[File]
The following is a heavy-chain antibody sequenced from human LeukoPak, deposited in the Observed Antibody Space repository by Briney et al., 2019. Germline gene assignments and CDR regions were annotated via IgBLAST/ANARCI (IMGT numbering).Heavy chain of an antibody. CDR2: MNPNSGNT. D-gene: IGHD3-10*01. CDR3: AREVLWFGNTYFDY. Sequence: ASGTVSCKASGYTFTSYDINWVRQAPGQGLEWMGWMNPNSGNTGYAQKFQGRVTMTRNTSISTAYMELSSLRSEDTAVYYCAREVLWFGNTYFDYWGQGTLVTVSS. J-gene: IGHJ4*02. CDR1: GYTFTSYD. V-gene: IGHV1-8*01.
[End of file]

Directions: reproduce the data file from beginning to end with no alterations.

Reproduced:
The following is a heavy-chain antibody sequenced from human LeukoPak, deposited in the Observed Antibody Space repository by Briney et al., 2019. Germline gene assignments and CDR regions were annotated via IgBLAST/ANARCI (IMGT numbering).Heavy chain of an antibody. CDR2: MNPNSGNT. D-gene: IGHD3-10*01. CDR3: AREVLWFGNTYFDY. Sequence: ASGTVSCKASGYTFTSYDINWVRQAPGQGLEWMGWMNPNSGNTGYAQKFQGRVTMTRNTSISTAYMELSSLRSEDTAVYYCAREVLWFGNTYFDYWGQGTLVTVSS. J-gene: IGHJ4*02. CDR1: GYTFTSYD. V-gene: IGHV1-8*01.